Montshire Profile

Judy Yocom, December 2010

How are you connected to the Museum?
I am responsible for Visitor Reception and supervise six part-time front desk staff. We greet Montshire visitors and members 363 days a year, answering myriad questions about exhibits and activities. We do a variety of things to serve visitors—helping 1st and 2nd graders understand the implications of sales tax when making purchases in the Museum Store and providing shopping suggestions for grandmothers. We help visitors locate bathrooms and Science Park, explain the benefits of Museum Membership, and assist people with their gift selections.

What do most people not know about the Museum?
At various times, our Lost and Found contains one of the Upper Valley's premier collections of wet towels, lunch boxes, and a full range of seasonal clothing from bathing suits to orphaned hats and mittens. The saintly Sue Tallman goes through all those scary lunch contents, and folds, sorts and stores all the clothing and towels. When the mountain of unclaimed items exceeds our storage space, she hauls it off to SEVCA's thrift store. Over the years we've managed to track down the owners of a Mont Blanc pen, a wedding ring that spent the winter in Science Park before being mailed back to its owner in Hawaii, and a $1200 bundle of money that fell off the roof of a car driving out of our parking lot.

Our Members and local visitors also might not realize that the Montshire desk staff does an excellent job of offering concierge service to visitors asking for suggestions on other tourism attractions in New England, as well as where to shop, eat, or spend the night in the Upper Valley. We're good with custom maps.

When did you first come to the Montshire and how long have you worked here?
I first took my kids to the "old" Montshire on the Lyme Road in 1980. My grandkids now enjoy coming. I was first hired in the fall of 1989, in anticipation of the move to the new Museum. Except for a 3-year break in the mid-90s, I have worked here ever since.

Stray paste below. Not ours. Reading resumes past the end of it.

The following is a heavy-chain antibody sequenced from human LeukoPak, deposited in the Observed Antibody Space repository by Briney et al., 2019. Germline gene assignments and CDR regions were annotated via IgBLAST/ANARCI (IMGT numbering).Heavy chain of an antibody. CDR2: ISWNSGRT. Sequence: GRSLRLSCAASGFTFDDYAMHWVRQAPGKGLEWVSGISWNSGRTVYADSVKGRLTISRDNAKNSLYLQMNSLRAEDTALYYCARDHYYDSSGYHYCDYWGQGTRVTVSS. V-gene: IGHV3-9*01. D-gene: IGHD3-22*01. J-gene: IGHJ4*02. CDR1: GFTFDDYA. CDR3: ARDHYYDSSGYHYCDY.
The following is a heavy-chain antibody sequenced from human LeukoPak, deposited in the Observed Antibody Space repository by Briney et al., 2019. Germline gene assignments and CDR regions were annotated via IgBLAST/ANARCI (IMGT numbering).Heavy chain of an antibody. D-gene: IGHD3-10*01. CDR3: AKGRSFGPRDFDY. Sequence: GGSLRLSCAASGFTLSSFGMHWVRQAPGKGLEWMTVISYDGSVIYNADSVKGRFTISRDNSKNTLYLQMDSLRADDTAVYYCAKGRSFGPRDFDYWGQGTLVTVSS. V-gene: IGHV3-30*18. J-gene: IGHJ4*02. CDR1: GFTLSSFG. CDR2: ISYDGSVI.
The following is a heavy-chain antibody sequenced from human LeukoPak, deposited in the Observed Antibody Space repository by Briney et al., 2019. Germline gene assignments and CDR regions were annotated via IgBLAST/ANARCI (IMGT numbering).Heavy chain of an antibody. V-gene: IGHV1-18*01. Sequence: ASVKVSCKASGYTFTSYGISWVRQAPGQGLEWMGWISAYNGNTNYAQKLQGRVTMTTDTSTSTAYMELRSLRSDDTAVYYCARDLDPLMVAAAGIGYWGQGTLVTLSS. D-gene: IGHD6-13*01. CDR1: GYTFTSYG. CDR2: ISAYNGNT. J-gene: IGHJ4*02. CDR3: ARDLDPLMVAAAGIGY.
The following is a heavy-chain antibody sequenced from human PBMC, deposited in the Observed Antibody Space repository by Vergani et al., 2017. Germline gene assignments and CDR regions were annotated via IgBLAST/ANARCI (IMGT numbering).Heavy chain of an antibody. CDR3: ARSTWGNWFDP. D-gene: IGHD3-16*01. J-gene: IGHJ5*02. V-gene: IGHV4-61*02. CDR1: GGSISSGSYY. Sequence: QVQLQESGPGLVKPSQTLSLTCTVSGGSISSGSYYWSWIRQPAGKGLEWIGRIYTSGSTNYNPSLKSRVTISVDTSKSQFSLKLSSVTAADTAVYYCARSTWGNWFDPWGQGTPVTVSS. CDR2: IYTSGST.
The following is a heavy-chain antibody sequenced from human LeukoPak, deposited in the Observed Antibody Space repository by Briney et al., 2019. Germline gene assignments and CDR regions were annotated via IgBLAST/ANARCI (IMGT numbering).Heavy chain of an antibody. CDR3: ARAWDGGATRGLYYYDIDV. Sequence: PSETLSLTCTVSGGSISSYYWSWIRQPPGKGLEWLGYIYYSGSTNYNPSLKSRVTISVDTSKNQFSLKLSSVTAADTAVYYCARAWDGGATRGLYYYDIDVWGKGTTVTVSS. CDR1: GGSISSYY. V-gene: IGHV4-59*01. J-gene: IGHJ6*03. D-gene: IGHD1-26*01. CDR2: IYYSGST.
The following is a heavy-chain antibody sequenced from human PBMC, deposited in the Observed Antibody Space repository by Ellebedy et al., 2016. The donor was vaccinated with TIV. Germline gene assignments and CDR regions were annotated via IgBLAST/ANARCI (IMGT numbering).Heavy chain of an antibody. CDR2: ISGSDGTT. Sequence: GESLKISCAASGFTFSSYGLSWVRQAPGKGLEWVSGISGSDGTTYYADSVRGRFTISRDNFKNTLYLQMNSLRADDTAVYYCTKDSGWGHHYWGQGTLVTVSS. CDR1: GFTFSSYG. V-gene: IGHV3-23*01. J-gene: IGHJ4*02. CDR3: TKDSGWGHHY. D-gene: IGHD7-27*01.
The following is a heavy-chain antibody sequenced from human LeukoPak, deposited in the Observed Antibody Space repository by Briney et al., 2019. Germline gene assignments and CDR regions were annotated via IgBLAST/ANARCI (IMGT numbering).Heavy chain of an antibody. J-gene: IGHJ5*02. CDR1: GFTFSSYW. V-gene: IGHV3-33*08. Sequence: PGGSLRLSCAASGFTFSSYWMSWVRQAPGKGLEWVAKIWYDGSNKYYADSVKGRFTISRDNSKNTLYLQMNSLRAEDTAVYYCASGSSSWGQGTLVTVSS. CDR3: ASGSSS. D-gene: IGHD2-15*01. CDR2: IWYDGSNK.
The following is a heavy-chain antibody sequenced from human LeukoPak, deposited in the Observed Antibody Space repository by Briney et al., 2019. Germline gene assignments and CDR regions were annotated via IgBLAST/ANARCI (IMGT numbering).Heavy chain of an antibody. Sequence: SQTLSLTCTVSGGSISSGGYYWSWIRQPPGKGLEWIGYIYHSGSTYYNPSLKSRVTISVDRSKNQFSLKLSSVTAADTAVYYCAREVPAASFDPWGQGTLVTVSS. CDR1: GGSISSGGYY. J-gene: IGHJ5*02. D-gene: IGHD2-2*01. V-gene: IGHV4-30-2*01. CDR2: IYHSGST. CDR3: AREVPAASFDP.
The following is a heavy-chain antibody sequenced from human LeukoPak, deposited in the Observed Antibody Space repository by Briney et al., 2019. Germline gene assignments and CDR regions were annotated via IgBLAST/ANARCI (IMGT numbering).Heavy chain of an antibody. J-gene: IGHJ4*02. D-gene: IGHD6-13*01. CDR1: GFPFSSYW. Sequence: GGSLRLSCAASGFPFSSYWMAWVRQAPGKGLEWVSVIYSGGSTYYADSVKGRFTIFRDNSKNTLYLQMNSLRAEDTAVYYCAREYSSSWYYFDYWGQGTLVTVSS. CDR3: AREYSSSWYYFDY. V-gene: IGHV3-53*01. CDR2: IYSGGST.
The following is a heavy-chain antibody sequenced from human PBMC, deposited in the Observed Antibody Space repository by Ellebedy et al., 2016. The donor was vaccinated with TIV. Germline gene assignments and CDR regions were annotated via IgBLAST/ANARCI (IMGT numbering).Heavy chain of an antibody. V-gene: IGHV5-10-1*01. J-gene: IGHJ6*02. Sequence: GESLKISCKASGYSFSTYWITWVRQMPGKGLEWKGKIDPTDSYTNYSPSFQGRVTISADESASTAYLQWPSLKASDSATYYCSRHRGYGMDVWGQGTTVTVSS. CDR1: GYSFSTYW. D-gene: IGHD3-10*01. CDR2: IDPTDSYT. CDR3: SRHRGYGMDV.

What do you wish we could do that we aren't doing now?
It is always hard to disappoint visitors who arrive expecting that we have a café/coffee bar or that our Community Room is always available for picnicking. Fortunately, the recent construction of the Hughes Pavilion will be great for school groups and visitors as an alternate dining and gathering space.

What is your favorite exhibit?
Especially during the winter months, I love to look in on the inhabitants and the lush environment of our frog and toad tank. An added bonus is hearing their recorded songs when a visitor presses the various call buttons.

What do you find most rewarding about your job?
Talking with our visitors—both the regular Members we see almost weekly and those who are coming in for the first time. We ask non-Members for their zip code and that can start an interesting conversation about where they are from. The interaction we have with children is great fun. They are excited about coming to the Museum and very forthcoming with information.

What is something that has changed since you first started working here 20 years ago?
The first 4 years we were open in our Norwich location, I worked every weekend greeting visitors and answering the phone. This was before people could check online for information. Callers assumed the Montshire would have a natural science expert manning the phones 24/7, but they got me instead. Calls often were of an emergency nature: how to remove a skunk, squirrel, snake, or bat from various locations in someone's house; identify a mushroom or strange bug; or save the life of an injured bird. After hearing about some of these stories, my creative teenagers would occasionally call the Montshire with a somewhat disguised voice and present me with a phone-in animal drama.

 
 

Montshire Museum of Science Engage the Senses